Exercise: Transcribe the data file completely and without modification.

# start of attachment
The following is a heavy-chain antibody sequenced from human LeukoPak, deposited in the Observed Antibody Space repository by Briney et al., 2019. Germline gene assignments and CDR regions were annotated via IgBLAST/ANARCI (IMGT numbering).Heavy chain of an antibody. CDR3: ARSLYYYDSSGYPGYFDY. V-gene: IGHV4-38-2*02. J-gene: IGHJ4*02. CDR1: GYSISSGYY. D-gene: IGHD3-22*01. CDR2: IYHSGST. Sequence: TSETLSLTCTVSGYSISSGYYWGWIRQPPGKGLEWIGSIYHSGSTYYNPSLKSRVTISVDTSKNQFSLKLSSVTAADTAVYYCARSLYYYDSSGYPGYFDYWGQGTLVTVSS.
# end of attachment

The following is a heavy-chain antibody sequenced from human LeukoPak, deposited in the Observed Antibody Space repository by Briney et al., 2019. Germline gene assignments and CDR regions were annotated via IgBLAST/ANARCI (IMGT numbering).Heavy chain of an antibody. CDR3: ARSLYYYDSSGYPGYFDY. V-gene: IGHV4-38-2*02. J-gene: IGHJ4*02. CDR1: GYSISSGYY. D-gene: IGHD3-22*01. CDR2: IYHSGST. Sequence: TSETLSLTCTVSGYSISSGYYWGWIRQPPGKGLEWIGSIYHSGSTYYNPSLKSRVTISVDTSKNQFSLKLSSVTAADTAVYYCARSLYYYDSSGYPGYFDYWGQGTLVTVSS.